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Apache C++ Standard Library User's Guide

28.2 Input and Output Operators

Now let's try to do some simple input and output to the predefined streams. The iostreams facility defines shift operators for formatted stream input and output. The output operator is the shift operator operator<<(), also called the inserter:

Input is done through another shift operator operator>>(), often referred to as the extractor:

Both operators are overloaded for all built-in types in C++, as well as for some of the types defined in the C++ Standard Library; for example, there are inserters and extractors for bool, char, int, long, float, double, string, etc. When you insert or extract a value to or from a stream, the C++ function overload resolution chooses the correct extractor operator, based on the value's type. This is what makes C++ iostreams type-safe and preferable to C stdio (see Chapter 27).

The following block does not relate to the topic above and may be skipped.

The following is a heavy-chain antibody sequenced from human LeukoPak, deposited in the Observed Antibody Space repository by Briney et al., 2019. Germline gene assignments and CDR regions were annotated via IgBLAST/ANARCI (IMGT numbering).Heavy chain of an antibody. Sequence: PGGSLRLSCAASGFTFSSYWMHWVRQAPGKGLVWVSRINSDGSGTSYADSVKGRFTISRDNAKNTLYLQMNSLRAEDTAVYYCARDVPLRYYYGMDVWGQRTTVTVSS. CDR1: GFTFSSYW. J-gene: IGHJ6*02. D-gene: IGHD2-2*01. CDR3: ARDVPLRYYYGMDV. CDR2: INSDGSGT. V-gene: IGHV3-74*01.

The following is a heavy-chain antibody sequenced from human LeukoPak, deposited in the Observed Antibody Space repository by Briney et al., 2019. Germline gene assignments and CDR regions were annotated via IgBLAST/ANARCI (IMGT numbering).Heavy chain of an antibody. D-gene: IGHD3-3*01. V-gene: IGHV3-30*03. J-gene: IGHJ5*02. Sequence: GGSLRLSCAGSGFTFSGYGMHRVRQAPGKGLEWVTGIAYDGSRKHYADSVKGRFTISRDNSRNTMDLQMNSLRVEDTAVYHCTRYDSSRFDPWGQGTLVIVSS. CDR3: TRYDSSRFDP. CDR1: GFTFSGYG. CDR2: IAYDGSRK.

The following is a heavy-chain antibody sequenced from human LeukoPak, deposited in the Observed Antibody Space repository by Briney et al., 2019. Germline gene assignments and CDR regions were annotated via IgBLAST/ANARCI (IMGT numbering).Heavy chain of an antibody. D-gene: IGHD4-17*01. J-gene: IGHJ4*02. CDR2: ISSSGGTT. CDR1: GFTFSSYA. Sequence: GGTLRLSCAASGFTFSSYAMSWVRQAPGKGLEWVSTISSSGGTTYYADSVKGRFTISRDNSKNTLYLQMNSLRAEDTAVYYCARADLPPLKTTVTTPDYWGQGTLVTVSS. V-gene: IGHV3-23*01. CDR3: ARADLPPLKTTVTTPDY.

It is possible to print several units in one expression. For example:

is equivalent to:

This is possible because each shift operator returns a reference to the respective stream. Almost all shift operators for built-in types are member functions of their respective stream class. (The shift operators for the character types, such as char and wchar_t, are an exception to this rule; they are namespace-scope functions in the C++ Standard Library namespace ::std.) These operators are defined according to the following patterns:


The notable exceptions are extractors and inserters for character types and pointers to such, which are defined as non-members.

Simple input and output of units as shown above is useful, yet not sufficient in many cases. For example, you may want to vary the way output is formatted, or input is parsed. Iostreams allow you to control the formatting features of its input and output operators in many ways. With the standard iostreams, you can specify:

and many other formatting options.

There are two mechanisms that have an impact on formatting:

The stream's format state is the main means of format control, as we demonstrate in the next section.

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